Cheeses that Are Surprisingly Similar
Cheese is a food that’s consumed pretty much worldwide. It is a traditional foodstuff of Western culture - in many Asian countries, dairy, in general, is missing from the menu. As such, there are literally hundreds of cheese varieties - some countries have dozens of them.
There are many cheese varieties that are unique to their region, specialties like Casu marzu or other delights that when you discover them, you’ll feel like hitting the jackpot at the Lucky Nugget online pokies. There are, in turn, varieties of cheese that are made and consumed in different countries but they are so similar that you can easily mistake one for another.
Feta is one of the best-known cheese varieties in the world. This traditional - and protected - Greek cheese is made of sheep’s milk (or it can contain goat’s milk for up to 30% of the raw material). It has a crumbly texture and a distinctive flavor.
One of the cheeses that are surprisingly similar to feta is telemea, the traditional Romanian brined cheese variety. The raw material used for its production varies between regions - traditionally, it’s made of cow’s milk but similar cheeses using sheep’s milk, goat milk, even buffalo’s milk are also sold under the same name. It is traditionally sold in farmers’ markets directly from the brine, it has a crumbly texture and a tangy taste - and when it’s aged for a while, it becomes creamy on the inside.
Brânza de burduf
Brânza de burduf is a traditional Romanian kneaded cheese traditionally made with sheep’s milk. It is made of Caș cheese (a semi-soft fresh cheese made of sheep or cow milk) that is cut into small pieces, mixed in a (wooden) bowl, then placed in a sheep’s stomach or sheepskin to age. “Burduf” has a distinctive taste - its flavor is pungent and strong, often slightly tingling, while its texture is soft, almost creamy.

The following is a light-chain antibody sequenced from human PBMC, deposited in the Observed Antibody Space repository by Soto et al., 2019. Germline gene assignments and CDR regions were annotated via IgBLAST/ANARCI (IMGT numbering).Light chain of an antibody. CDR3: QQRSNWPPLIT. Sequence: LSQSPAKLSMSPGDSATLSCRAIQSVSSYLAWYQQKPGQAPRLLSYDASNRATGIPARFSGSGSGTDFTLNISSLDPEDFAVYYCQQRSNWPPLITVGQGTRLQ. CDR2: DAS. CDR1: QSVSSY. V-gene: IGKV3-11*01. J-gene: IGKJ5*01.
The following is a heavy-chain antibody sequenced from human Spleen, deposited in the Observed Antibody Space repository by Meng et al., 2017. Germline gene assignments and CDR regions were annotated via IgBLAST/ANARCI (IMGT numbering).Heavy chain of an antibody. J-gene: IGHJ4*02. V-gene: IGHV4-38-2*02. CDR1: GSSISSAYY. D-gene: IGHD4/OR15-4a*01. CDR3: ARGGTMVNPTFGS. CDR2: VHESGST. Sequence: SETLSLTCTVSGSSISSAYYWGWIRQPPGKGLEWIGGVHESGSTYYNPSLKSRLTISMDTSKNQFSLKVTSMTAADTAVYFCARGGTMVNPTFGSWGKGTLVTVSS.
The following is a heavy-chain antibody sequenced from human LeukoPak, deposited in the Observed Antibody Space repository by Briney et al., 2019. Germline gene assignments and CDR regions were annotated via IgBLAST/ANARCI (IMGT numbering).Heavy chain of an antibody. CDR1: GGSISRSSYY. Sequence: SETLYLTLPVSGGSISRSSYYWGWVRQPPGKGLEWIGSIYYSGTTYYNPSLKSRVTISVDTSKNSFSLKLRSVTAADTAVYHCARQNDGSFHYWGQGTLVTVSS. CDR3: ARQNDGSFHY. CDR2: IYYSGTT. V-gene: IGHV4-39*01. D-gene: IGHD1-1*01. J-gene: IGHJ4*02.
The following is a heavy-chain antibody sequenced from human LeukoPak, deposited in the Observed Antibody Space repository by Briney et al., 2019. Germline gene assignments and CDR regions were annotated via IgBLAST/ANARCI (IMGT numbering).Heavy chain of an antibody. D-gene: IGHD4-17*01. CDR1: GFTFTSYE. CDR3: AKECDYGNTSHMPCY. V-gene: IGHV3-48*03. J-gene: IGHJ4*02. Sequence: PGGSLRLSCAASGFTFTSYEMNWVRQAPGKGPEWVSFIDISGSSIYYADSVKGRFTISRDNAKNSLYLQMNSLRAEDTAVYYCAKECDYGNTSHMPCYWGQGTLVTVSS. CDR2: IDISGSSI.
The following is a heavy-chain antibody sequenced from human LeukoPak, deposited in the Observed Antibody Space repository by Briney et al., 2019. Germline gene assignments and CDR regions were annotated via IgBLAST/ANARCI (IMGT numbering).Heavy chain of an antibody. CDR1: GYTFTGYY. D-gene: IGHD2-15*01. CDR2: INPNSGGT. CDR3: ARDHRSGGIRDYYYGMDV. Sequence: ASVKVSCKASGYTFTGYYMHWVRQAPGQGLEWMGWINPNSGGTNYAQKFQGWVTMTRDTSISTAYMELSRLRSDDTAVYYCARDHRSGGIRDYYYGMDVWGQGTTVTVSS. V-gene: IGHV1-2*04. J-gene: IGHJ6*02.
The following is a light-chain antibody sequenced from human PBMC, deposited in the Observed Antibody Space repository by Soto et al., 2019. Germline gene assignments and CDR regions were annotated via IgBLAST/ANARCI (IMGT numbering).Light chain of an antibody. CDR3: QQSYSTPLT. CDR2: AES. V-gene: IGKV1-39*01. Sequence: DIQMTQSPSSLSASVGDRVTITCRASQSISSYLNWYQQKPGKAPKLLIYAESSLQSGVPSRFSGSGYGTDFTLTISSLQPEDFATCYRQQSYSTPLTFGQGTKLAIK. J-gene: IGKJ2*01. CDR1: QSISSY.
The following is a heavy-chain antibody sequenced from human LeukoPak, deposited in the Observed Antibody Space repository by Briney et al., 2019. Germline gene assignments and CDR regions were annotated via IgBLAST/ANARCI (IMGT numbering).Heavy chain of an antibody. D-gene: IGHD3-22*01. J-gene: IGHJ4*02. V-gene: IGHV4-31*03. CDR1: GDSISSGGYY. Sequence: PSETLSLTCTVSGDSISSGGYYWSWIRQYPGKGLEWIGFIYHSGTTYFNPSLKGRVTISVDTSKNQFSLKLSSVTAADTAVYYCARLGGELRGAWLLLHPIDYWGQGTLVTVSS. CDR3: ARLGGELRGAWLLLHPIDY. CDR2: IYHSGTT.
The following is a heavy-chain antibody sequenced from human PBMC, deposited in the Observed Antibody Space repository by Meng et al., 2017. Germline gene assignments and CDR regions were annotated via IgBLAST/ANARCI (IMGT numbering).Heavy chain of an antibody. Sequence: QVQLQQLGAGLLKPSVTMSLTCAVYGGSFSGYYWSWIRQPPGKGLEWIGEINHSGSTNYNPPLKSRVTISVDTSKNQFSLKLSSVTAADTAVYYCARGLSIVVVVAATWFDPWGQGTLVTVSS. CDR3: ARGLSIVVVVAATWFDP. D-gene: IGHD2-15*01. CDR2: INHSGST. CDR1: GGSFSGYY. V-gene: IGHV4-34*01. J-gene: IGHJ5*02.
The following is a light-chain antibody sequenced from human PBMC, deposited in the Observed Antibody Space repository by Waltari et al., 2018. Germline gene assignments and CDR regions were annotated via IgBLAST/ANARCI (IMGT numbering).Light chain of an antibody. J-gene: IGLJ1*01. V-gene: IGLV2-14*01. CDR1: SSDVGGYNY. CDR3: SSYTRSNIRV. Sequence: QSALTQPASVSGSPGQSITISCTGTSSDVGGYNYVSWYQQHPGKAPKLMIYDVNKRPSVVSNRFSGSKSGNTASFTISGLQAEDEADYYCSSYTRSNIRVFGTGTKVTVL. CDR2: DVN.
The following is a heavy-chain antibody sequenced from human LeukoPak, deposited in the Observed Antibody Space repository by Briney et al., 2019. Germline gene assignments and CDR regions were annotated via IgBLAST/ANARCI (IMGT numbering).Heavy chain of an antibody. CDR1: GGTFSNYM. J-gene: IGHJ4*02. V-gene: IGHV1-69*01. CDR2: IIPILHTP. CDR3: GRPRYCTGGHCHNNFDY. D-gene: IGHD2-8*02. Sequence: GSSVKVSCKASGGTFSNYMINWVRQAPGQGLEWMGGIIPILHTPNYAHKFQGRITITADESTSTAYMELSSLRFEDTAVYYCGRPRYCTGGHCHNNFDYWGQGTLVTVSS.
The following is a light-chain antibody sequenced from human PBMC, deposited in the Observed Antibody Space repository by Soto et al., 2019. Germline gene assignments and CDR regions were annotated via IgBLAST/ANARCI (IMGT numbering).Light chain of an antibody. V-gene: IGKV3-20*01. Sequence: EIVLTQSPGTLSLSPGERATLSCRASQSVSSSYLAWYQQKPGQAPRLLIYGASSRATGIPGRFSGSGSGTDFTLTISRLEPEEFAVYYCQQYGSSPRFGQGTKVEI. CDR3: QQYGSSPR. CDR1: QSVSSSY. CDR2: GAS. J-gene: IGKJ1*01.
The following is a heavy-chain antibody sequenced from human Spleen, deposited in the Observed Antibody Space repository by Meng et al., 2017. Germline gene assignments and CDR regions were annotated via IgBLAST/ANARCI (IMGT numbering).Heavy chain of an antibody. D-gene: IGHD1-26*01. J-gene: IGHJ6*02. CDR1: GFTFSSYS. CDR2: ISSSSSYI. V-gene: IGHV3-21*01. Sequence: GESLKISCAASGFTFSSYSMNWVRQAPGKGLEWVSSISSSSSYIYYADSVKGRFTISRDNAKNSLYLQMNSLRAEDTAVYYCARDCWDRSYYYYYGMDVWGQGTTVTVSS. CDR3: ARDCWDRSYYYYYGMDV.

Bryndza is a cheese that’s almost interchangeable with Burduf. This Slovakian cheese has a similar texture, and strong smell and taste. The major difference between the two is that the Slovakian variety is not aged in a sheep’s stomach but a wooden pot.
Ricotta is one of the more interesting cheese varieties you can taste. It is creamy and soft with a distinctive flavor - it is available in natural and salted varieties and can be used in a cornucopia of recipes (or eaten as is). What makes it special is its raw material: whey. The whey is left to ferment for 12 to 24 hours, then heated to near boiling that causes a fine curd to precipitate. It is then strained - the result is a slightly sweet product.
Urda, a cheese variety common in Eastern Europe, is surprisingly similar: made from goat, sheep, or cow’s milk. Traditionally, urda is used in desserts such as a filling for crépes and “plăcintă”, a pastry traditionally filled with soft cheese or apples.